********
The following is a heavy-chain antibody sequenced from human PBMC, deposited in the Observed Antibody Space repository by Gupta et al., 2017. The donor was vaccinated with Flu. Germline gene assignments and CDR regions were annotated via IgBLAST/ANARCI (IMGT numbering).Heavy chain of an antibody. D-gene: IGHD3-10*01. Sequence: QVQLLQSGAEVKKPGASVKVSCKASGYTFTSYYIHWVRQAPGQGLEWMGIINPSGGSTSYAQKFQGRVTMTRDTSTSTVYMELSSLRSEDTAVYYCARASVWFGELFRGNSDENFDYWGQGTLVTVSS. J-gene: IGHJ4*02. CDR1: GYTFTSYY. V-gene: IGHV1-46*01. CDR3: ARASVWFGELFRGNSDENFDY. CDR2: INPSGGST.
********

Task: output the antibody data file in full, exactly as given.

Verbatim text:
The following is a heavy-chain antibody sequenced from human PBMC, deposited in the Observed Antibody Space repository by Gupta et al., 2017. The donor was vaccinated with Flu. Germline gene assignments and CDR regions were annotated via IgBLAST/ANARCI (IMGT numbering).Heavy chain of an antibody. D-gene: IGHD3-10*01. Sequence: QVQLLQSGAEVKKPGASVKVSCKASGYTFTSYYIHWVRQAPGQGLEWMGIINPSGGSTSYAQKFQGRVTMTRDTSTSTVYMELSSLRSEDTAVYYCARASVWFGELFRGNSDENFDYWGQGTLVTVSS. J-gene: IGHJ4*02. CDR1: GYTFTSYY. V-gene: IGHV1-46*01. CDR3: ARASVWFGELFRGNSDENFDY. CDR2: INPSGGST.